Is there any genre Martin Scorsese won’t tackle? He’s done biblical drama, period pieces, romances, concert movies, documentaries, and more. Hugo, based on the beloved children’s book by Brian Selznick, is the great director’s first family-oriented film. Scorsese transports us to 1930s Paris, where we follow a young boy named Hugo and his quest to discover the mysteries left behind by his father.
I can’t think of anyone else I’d rather have in the director’s chair for a proper adaptation of The Girl with the Dragon Tattoo. David Fincher’s work on films like Seven and Fight Club are perfect examples of why he is the right man for the job. I enjoyed the Swedish adaptation of the popular novel, but it suffered from budget constraints. I can’t wait to see what Fincher does with the material and a more appropriate budget. Its dark and haunting story might be too much for Oscar voters to handle, but it’s bound to be one of the year’s best.
JOSEPH’S MOST ANTICIPATED
10. Albert Nobbs
2011 is definitely a good year for strong female leads, even with Glen Close playing a woman character who dresses as a man. I’m really looking forward to her performance, which in my mind, is a follow-up to Steven Spielberg’s Hook. (Don’t believe me?)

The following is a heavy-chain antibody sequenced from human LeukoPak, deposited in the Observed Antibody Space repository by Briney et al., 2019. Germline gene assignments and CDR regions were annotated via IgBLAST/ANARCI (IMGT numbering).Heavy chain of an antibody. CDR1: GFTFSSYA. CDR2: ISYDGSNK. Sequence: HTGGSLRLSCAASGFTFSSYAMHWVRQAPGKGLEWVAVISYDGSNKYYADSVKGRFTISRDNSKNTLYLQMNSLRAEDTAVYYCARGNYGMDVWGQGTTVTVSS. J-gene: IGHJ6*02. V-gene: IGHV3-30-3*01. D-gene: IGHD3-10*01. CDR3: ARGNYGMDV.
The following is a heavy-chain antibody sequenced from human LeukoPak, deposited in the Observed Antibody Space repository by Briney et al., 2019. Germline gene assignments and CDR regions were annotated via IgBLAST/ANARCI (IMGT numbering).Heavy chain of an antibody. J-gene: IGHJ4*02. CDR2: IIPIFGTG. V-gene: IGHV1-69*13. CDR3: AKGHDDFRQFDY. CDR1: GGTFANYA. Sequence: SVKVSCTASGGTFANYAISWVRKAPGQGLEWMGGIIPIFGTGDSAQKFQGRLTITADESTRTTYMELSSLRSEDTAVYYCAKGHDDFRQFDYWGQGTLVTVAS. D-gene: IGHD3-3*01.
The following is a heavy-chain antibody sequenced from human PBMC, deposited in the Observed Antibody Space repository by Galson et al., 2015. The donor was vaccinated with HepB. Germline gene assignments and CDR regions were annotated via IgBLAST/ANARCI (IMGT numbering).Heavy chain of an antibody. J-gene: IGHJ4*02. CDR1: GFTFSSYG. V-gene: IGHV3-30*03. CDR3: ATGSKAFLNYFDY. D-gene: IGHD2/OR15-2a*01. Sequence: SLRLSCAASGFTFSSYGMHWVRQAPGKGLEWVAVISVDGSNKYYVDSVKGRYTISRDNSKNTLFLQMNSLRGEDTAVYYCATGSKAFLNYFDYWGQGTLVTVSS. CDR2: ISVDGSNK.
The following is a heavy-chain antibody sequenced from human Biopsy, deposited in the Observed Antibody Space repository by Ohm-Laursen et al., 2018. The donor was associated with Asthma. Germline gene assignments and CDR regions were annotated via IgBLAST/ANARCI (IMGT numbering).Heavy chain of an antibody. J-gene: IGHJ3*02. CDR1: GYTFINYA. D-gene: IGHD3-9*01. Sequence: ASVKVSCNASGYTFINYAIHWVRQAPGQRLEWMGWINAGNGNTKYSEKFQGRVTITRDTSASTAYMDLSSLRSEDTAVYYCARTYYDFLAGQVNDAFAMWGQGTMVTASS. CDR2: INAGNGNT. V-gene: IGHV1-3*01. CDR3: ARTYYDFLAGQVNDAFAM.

9. My Week with Marilyn
Michelle Williams takes on the titular role of the celibritous Marilyn Monroe. Kenneth Branagh also stars, in a role envied by many a British actor, as Sir Laurence Olivier. Emma Watson, fresh off of the Harry Potter train, joins the cast as well.
8. The Rum Diary
I will admit that I haven’t seen Fear and Loathing in Las Vegas (also based on a Hunter S. Thompson novel), but I have heard about this adaptation for many years. The hype has slowly been building in the back of my mind, and with the recently revealed trailer, it looks like this film has actually been filmed.
Reminding me of the genre-bending present in Hanna, Ryan Gosling stars in a film that, on paper, sounds like a knock-off of the Jason Statham vehicle, The Transporter. With that preconception in mind, the positive buzz from Cannes was confusing. The trailer for the film shows that yes, it shares the same concept, but is something else entirely (Apologies to Martin Scorsese for bumping Hugo from the list at the last minute). Also, I need to watch Bronson now.